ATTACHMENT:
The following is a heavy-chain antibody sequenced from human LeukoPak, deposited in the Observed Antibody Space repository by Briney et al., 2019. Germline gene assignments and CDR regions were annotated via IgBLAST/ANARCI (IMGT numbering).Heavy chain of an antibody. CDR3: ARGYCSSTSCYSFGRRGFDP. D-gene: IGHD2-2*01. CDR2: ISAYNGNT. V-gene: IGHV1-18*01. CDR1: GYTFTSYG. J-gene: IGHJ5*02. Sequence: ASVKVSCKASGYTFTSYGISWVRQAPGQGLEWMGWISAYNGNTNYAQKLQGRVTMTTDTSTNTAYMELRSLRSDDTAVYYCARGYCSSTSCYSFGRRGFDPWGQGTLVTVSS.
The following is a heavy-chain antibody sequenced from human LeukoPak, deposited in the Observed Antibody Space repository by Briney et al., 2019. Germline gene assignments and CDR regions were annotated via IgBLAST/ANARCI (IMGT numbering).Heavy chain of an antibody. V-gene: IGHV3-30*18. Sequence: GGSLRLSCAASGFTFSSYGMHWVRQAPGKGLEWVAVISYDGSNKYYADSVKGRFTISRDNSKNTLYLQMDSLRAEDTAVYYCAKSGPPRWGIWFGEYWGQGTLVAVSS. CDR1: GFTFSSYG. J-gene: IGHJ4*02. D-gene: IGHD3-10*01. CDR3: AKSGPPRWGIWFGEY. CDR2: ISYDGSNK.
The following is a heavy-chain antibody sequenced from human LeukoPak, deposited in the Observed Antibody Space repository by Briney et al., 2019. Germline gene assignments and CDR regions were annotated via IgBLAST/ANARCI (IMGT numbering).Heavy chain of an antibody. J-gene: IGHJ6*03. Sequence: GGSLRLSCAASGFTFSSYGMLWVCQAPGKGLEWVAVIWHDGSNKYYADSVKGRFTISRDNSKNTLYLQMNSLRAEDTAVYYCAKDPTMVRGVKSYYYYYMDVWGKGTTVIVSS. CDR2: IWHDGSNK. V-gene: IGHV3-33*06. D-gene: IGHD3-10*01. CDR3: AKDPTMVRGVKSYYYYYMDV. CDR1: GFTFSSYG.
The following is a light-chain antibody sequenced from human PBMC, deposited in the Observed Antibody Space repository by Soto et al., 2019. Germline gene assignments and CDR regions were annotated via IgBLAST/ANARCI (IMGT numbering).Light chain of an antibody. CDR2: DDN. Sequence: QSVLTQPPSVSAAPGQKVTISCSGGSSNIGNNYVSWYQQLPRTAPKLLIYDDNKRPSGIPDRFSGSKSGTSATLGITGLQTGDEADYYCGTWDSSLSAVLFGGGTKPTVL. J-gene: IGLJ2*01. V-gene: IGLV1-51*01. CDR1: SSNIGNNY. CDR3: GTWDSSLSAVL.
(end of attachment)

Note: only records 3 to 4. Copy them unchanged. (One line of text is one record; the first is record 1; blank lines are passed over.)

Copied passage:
The following is a heavy-chain antibody sequenced from human LeukoPak, deposited in the Observed Antibody Space repository by Briney et al., 2019. Germline gene assignments and CDR regions were annotated via IgBLAST/ANARCI (IMGT numbering).Heavy chain of an antibody. J-gene: IGHJ6*03. Sequence: GGSLRLSCAASGFTFSSYGMLWVCQAPGKGLEWVAVIWHDGSNKYYADSVKGRFTISRDNSKNTLYLQMNSLRAEDTAVYYCAKDPTMVRGVKSYYYYYMDVWGKGTTVIVSS. CDR2: IWHDGSNK. V-gene: IGHV3-33*06. D-gene: IGHD3-10*01. CDR3: AKDPTMVRGVKSYYYYYMDV. CDR1: GFTFSSYG.
The following is a light-chain antibody sequenced from human PBMC, deposited in the Observed Antibody Space repository by Soto et al., 2019. Germline gene assignments and CDR regions were annotated via IgBLAST/ANARCI (IMGT numbering).Light chain of an antibody. CDR2: DDN. Sequence: QSVLTQPPSVSAAPGQKVTISCSGGSSNIGNNYVSWYQQLPRTAPKLLIYDDNKRPSGIPDRFSGSKSGTSATLGITGLQTGDEADYYCGTWDSSLSAVLFGGGTKPTVL. J-gene: IGLJ2*01. V-gene: IGLV1-51*01. CDR1: SSNIGNNY. CDR3: GTWDSSLSAVL.